by Sandy HusebyDecember, 2004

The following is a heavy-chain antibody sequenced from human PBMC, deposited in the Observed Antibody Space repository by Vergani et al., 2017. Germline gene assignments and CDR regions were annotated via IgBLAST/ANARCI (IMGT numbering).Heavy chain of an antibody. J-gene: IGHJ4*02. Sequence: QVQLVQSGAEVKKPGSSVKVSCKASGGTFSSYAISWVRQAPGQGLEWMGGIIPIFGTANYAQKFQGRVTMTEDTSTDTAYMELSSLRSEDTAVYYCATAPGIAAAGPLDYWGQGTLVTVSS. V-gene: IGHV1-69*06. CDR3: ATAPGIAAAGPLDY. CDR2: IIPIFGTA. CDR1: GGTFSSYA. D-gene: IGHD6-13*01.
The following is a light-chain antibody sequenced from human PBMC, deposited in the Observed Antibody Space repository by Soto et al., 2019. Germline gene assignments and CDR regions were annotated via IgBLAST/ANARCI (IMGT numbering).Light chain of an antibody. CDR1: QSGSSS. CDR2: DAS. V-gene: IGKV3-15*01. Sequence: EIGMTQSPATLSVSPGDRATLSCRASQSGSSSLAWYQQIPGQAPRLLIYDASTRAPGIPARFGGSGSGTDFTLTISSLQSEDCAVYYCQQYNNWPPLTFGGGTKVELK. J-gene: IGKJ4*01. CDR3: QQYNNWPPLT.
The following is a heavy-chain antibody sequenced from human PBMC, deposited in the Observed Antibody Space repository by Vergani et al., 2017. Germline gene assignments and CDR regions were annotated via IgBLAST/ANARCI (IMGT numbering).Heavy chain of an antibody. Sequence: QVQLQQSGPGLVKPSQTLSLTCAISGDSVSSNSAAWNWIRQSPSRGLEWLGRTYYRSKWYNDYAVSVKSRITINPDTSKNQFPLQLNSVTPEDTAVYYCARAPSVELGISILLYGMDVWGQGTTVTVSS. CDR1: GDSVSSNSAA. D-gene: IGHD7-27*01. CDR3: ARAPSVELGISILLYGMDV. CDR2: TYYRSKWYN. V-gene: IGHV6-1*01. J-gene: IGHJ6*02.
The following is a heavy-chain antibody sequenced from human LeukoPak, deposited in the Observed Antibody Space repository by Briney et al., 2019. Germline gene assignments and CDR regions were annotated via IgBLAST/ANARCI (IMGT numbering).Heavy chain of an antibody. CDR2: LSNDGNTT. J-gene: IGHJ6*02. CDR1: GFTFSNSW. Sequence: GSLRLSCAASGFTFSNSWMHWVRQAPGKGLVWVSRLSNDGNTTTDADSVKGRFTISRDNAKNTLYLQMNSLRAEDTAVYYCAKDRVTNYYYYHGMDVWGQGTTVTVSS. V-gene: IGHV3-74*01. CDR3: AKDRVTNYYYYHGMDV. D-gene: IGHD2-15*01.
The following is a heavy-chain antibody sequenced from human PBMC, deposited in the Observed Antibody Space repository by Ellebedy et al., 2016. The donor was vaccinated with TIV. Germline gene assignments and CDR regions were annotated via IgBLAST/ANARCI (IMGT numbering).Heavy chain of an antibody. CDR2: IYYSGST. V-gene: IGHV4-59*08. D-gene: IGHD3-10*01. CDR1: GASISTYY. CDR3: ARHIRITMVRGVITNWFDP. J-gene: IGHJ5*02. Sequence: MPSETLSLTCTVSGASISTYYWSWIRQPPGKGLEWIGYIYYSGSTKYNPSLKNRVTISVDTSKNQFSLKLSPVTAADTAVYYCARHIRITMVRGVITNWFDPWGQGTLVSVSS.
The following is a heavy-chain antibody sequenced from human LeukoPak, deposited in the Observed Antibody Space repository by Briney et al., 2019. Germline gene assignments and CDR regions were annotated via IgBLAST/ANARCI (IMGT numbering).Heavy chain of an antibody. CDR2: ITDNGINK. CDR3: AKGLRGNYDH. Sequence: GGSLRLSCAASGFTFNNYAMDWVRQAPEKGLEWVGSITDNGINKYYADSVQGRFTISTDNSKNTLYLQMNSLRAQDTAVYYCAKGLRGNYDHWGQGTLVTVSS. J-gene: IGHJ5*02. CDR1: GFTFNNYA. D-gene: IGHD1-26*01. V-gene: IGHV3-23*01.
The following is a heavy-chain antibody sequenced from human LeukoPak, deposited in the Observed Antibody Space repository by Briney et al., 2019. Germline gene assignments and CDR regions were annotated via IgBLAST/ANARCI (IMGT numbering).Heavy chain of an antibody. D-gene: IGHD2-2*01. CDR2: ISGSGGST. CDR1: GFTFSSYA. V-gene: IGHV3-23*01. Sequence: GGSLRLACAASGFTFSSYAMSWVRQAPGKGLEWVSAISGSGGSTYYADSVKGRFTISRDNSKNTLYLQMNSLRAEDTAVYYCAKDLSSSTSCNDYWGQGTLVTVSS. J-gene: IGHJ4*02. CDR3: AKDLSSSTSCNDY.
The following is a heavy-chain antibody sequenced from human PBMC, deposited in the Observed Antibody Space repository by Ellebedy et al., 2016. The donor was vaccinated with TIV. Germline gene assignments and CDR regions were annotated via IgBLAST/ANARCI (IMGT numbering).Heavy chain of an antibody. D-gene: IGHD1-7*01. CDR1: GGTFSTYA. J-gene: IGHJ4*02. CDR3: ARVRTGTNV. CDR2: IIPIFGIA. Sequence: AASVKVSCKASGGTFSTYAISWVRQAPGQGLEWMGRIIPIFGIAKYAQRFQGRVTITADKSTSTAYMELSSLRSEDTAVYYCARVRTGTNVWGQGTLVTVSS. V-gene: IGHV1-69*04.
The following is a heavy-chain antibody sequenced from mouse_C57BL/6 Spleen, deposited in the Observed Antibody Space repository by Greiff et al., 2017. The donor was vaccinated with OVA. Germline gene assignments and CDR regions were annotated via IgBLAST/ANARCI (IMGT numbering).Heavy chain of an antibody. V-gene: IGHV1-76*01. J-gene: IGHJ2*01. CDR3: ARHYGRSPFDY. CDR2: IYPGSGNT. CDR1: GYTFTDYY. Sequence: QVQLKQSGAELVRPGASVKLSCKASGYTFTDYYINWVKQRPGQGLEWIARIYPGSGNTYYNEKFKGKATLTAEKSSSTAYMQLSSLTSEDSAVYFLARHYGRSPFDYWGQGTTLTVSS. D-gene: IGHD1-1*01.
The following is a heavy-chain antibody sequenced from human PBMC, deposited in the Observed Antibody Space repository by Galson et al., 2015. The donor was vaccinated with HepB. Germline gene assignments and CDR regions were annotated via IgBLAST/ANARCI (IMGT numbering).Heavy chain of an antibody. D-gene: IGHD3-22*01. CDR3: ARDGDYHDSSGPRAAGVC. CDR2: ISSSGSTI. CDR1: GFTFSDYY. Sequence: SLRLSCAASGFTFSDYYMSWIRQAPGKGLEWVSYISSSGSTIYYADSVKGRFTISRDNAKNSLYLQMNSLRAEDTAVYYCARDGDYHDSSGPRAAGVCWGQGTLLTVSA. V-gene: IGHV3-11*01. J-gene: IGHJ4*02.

Being a ballerina leaves a lot to be desired in post-World War I Paris, so Vera decides to help herself to a fortune in Russian jewels . . . and a new royal identity as Zhenia Dashkova in The Distaff Side by Elizabeth Palmer. The mysterious now-princess moves swiftly to a new life amid British society, where she catches the eye of domineering Augusta Langham. The matriarch disapproves of her put-upon son Bertie's choice for a wife. Certainly a Russian princess will make a better daughter-in-law than Mai, a mere Suffragette. As Zhenia and Mai each marry, the story and their lives are shaped by the duplicity of Zhenia and the valiant courage of Mai. Palmer tweaks the traditional family saga with wry social commentary and tinges of malevolence as brooding as an English winter rain. Sandy Huseby writes from her homes in Fargo, North Dakota, and lakeside in northern Minnesota.